The property market is currently enjoying a significant boom. Virtually everyone is itching to own a piece of real estate. Unfortunately, only a few have the financial muscle to make their dream a reality. The older generation holds most of the property. Since you have worked hard through life to guarantee your kids’ financial security, passing on the property you own to them is among the best ways to ensure they are in good economic standing now.

Most parents assume that they can only pass property to their kids after their death. A Denver CO-based family attorney will, however, guide you on the available alternatives for transferring property to your kids during your lifetime. Moreover, several options exist for those looking for ways to minimize the tax impact of their transfer to them and their kids. Here are the tax-free avenues for the transfer of property to your kids.

Leaving It in a Will

There is a legal limit for the transfer of property in a will without incurring taxes. As of 2017, this limit was $5.49 million. If your estate is valued below this amount, you are not taxed for its transfer to your kids. Moreover, when your kids get the property, their capital gains tax in case they choose to sell it is reduced. The capital gains tax is based on the difference between a property’s selling and original prices. When kids inherit property, capital tax is based on the prevailing rather than the original price of the property. Even so, some states impose a state tax for the property transferred in a will.

Gifting

The gifting of property to someone apart from your spouse is taxed if it is worth more than $14 000 annually. Even so, you are allowed to gift property valued at less than $5.49 million in your life without getting taxed. If you want to gift real estate to your kids and it is below $5.49 million in value, you can do so without paying gift tax though you will still file the gift tax form. Gifting your property, however, opens your kids up to the payment of high capital gains tax if they sell the property.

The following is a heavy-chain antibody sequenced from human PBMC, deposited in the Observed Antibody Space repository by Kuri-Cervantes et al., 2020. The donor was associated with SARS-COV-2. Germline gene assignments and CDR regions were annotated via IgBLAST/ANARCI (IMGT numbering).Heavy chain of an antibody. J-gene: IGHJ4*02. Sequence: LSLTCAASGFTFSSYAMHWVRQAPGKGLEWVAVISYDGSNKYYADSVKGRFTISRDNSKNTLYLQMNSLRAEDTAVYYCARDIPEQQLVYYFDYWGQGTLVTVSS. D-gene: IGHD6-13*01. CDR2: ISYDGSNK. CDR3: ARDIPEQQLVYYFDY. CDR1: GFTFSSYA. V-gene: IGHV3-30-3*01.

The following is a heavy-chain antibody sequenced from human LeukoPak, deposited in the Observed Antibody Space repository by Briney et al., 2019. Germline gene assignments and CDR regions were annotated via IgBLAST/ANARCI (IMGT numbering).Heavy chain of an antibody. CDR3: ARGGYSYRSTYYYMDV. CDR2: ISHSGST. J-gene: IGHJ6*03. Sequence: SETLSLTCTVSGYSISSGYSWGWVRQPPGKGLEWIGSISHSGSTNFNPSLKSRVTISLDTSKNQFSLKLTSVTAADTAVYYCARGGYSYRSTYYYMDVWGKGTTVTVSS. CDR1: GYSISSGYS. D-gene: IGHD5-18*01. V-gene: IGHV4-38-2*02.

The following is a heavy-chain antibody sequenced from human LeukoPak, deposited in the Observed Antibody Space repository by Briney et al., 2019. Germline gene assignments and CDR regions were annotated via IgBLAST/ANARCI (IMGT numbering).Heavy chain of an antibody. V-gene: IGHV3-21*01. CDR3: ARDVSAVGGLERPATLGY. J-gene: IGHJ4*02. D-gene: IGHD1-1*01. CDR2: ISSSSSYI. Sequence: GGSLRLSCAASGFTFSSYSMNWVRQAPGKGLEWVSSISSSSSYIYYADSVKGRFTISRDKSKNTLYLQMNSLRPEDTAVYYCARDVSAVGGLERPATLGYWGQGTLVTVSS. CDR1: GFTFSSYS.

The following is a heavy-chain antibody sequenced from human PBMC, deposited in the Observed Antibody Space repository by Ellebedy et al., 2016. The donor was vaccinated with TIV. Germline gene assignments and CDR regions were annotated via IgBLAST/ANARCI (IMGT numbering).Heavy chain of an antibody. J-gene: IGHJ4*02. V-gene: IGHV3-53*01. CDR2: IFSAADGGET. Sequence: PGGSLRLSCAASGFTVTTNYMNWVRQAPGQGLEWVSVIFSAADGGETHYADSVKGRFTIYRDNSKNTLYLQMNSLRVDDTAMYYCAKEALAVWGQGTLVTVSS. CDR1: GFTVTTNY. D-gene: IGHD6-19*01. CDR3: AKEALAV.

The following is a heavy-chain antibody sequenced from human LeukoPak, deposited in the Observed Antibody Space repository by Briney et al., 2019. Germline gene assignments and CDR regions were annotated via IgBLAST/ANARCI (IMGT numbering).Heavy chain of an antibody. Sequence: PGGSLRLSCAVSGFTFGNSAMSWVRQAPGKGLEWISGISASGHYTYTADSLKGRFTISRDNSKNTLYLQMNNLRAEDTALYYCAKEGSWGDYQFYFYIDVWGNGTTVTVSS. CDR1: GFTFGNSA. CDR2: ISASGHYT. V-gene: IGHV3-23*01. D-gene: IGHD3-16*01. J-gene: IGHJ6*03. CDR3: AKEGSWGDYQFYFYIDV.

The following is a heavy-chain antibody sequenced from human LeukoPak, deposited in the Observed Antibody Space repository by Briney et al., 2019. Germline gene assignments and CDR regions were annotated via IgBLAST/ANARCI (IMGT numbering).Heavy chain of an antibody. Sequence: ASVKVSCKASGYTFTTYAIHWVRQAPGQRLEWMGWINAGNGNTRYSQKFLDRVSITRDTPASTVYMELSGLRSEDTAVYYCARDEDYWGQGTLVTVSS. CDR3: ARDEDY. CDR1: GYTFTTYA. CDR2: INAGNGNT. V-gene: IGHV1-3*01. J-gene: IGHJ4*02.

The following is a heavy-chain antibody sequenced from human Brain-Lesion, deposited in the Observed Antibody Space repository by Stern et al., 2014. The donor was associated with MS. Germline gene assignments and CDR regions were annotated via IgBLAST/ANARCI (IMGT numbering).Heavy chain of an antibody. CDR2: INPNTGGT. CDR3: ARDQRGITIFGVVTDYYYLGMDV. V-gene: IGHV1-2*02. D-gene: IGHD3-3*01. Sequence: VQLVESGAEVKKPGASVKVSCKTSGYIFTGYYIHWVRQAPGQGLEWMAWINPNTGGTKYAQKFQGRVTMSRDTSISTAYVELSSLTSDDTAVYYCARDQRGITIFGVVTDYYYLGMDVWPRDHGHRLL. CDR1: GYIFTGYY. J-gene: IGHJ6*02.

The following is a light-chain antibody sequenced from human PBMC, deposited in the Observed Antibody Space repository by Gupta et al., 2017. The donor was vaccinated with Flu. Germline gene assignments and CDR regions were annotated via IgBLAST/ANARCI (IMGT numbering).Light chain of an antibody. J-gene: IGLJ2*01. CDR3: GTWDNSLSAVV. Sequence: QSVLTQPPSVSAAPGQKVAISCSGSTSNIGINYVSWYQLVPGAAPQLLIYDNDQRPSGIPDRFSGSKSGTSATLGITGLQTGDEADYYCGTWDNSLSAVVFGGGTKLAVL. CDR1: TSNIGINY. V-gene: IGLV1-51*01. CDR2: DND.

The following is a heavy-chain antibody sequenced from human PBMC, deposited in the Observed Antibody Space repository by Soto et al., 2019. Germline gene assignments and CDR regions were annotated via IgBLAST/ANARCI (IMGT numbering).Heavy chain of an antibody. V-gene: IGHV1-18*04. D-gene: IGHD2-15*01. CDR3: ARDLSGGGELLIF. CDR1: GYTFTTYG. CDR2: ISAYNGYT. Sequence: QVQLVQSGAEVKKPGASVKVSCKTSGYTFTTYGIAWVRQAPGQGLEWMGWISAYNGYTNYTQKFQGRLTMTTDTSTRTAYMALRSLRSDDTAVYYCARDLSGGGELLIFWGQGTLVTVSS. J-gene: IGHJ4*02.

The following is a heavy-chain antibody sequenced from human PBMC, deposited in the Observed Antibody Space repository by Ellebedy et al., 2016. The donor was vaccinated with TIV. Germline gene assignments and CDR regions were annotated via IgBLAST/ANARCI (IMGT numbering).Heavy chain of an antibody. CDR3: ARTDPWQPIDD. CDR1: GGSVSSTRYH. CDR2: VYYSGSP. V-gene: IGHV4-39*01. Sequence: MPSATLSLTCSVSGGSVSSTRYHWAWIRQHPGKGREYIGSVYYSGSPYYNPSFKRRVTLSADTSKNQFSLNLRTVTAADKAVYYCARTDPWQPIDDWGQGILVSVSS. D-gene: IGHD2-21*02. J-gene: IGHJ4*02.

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Selling

You can sell your property to your children. Even so, if you sell the property below its market value, the difference between the selling price and fair market value will be regarded as a gift. When you sell the house for its fair market value, you can claim gift tax exemption on the interest your kids will make towards the property’s purchase annually.

Putting In a Trust

You can transfer property into an irrevocable trust then name your kids as beneficiaries. With this alternative, the property is not in your estate after your demise. This means your heirs will not incur taxes on its transfer. You, however, need to be sure of the beneficiaries since the property transfer cannot be revoked.

The above alternatives are not one-size-fits-all. They are tweaked by attorney’s to correspond to specific circumstances. As such, what works for one person might incur taxes in your case, even if you live in the same state.

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